Please Don't Kick the Robots
If you follow the futures blogosphere at all -- or just read BoingBoing -- you've undoubtedly seen this video of the "packbot" called Big Dog:
It's an interesting prototype, and a telling example of how rapidly we're moving into the robotic age. The use of four legs for mobility gives it a particularly sci-fi appearance -- as if, at any moment, a tiny flying drone could show up and wrap a cable around its legs. Its walking pattern is distinctly mechanical, except under a particular condition: when it's in trouble, at which point it moves its legs around, trying to stay up, in an eerily animal-like way. I found Big Dog's efforts to recover from slipping on the ice fascinating. But I had a somewhat different reaction to its efforts to recover from being kicked: I felt a bit sick.
My reaction to seeing this robot kicked paralleled what I would have had if I'd seen a video of a pack mule or a real big dog being kicked like that, and (from anecdotal conversations) I know I'm not the only one with that kind of immediate response. True, it wasn't nearly as strong a shocked feeling for me as it would have been with a real animal, but it was definitely of the same character. It simply felt wrong.
Pleo is also capable of getting upset—when you hold him upside down by his tail, Pleo lets out an panicky wail until you put him down on his feet.
This is where the emotional pull of Pleo—not in him, but in you—is apparent, because once placed safely on a flat surface, Pleo knows how to lay a guilt trip. Like a dog that has just been beaten, Pleo's tail trembles and goes down between his legs, all while he hangs his head and makes noises like a baby dinosaur sobbing. Oh, Herbert, I never meant to hold you upside down all those times. Please forgive me.
Like the author of the above review, my immediate, gut response mirrors what I would feel for a living animal. Intellectually, I know that it's a simple machine without any actual sense of pain or fear; emotionally, it's horrifying.
This response is, at least to an extent, hard-wired -- most of us react to the sight of an animal in distress with empathy for the creature and, if applicable, disgust for the person abusing it. Psychologists have long recognized that humans without this empathy for non-human animals are more likely to be abusive to other people. The behaviors of these robots -- the scrambling legs, the desperate cries -- mirrors real animal behavior closely enough, at least for some of us, to elicit this same kind of empathy.
Some of this "mirror empathy" comes from the robots being biomorphic, that is, having animal-like appearances. Even if a Roomba let out panicky squeaks and flashing lights at being turned upside-down, for example, few of us would react as we would to seeing a turtle on its back. There's no biomorphism to the Roomba. And that's probably a good thing. After all, it's trying to carry out a particular task efficiently, and it probably wouldn't work as well if people constantly picked it up because it was so cute.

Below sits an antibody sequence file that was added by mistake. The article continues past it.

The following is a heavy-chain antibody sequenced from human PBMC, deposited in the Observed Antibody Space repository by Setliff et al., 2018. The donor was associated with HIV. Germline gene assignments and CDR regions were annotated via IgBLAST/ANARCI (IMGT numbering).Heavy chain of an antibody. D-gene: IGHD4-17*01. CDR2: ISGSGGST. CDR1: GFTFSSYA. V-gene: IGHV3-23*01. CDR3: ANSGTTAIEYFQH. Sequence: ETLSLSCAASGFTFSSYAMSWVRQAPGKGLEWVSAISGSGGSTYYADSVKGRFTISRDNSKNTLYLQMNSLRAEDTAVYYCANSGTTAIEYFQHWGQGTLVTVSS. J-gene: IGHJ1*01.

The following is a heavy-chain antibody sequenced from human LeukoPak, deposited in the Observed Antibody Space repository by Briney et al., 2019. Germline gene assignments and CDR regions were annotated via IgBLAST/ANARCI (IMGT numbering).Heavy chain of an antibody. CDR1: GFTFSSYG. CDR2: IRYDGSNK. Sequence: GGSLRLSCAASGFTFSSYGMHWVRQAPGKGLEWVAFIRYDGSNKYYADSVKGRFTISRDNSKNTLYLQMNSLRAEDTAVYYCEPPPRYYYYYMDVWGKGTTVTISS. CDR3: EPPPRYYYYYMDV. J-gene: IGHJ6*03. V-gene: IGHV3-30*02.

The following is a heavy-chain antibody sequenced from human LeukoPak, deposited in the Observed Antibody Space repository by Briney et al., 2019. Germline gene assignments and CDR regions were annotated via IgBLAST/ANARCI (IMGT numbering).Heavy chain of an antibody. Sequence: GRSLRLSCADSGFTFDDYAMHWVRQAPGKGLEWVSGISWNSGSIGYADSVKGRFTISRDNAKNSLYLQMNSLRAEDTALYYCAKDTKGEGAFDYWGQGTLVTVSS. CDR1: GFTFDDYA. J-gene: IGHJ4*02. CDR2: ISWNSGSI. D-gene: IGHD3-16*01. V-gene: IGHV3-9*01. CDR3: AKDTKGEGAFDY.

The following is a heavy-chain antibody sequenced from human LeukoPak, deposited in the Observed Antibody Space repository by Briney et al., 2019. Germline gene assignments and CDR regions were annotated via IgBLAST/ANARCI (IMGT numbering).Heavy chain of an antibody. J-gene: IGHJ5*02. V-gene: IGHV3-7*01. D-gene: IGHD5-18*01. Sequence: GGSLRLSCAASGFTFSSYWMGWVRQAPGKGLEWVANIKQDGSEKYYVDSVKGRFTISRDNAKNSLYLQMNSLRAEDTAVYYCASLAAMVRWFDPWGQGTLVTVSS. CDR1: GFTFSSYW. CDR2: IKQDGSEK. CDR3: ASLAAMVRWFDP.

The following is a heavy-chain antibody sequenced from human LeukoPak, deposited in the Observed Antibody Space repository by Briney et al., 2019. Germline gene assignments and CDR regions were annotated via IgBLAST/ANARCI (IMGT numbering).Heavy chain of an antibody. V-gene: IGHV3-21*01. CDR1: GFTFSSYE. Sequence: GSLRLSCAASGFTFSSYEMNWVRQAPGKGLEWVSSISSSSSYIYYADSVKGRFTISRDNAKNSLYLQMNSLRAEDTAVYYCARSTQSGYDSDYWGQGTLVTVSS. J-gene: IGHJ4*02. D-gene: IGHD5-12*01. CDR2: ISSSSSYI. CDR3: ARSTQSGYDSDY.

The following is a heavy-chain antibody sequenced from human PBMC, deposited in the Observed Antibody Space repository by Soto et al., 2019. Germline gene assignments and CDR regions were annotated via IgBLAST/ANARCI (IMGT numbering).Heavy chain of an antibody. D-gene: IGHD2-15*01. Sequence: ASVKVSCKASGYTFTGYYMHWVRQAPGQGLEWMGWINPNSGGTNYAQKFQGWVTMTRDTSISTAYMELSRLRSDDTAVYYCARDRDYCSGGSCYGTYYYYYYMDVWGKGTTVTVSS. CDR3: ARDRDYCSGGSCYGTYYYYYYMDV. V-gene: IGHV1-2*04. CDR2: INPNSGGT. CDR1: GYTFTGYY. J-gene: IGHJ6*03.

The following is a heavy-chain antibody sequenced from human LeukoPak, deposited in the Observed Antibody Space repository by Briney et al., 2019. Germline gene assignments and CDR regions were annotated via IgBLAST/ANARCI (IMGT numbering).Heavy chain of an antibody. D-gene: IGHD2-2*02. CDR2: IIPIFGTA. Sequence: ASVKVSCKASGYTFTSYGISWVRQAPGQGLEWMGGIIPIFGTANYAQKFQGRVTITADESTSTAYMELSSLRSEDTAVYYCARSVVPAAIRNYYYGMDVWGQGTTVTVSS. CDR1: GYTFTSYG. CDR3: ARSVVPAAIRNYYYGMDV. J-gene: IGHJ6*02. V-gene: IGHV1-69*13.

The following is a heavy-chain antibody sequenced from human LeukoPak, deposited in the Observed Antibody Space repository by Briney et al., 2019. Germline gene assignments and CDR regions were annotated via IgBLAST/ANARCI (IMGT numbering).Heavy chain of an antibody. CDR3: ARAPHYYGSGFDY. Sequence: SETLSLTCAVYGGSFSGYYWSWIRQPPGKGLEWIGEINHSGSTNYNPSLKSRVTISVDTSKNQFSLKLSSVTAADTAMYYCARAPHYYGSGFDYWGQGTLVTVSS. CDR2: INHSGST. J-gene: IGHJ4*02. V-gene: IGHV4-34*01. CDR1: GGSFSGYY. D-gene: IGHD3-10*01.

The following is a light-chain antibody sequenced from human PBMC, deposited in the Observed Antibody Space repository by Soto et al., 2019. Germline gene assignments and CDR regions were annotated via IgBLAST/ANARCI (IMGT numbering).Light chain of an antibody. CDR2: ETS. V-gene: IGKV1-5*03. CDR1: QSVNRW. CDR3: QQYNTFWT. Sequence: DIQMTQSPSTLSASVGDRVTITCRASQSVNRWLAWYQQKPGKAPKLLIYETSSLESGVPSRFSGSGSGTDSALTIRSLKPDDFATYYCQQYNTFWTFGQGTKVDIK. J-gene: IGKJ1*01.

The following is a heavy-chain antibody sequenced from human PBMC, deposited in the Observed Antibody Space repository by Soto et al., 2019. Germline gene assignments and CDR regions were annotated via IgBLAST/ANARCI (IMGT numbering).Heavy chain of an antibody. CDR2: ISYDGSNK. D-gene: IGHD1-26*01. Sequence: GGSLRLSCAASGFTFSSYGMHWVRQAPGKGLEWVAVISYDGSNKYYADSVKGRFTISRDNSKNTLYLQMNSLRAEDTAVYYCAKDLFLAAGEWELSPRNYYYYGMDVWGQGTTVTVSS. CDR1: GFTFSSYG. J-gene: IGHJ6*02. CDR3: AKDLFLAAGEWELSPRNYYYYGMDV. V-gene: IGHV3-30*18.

It strikes me that there's a likely split in the near-term evolution of human-environment robots in the years to come. Some robots, those meant to interact on a regular basis with humans, will likely take on stronger biomorphic appearances and behaviors, usually in order to deter abusive behavior. A small number of robots, intended to provide emotional support to the injured or depressed, may have human-like appearances. Other robots, meant to work more-or-less out of sight, will probably take on more camouflaged appearances, trying to avoid being noticed.
Note the "usually" above. I would expect that some human-interactive robots will be designed with biomorphic cues meant to elicit a response other than empathy. Fear, for example: a robot that triggers deeply-rooted responses to (say) spiders or snakes may be a better tool for the police or military than one that makes people think of puppies or ponies. Such a design wouldn't necessarily undermine its interactions with the military/police units; we know that soldiers already have strong emotional attachments to completely non-biomorphic, remote-control robots.
I don't think it's likely that we'll stop having these kinds of emotional reactions to biomorphic (in appearance and/or behavior) robots. I think it's rather healthy that we do, actually. For one, it's an indicator that our sense of empathy remains strong and sensitive, and that seems quite a good thing. Another reason, however, is a bit more speculative. At some point, whether in the next decade or next century, we're likely to develop robots that really won't like being kicked. I'd rather not have them start to want to kick back.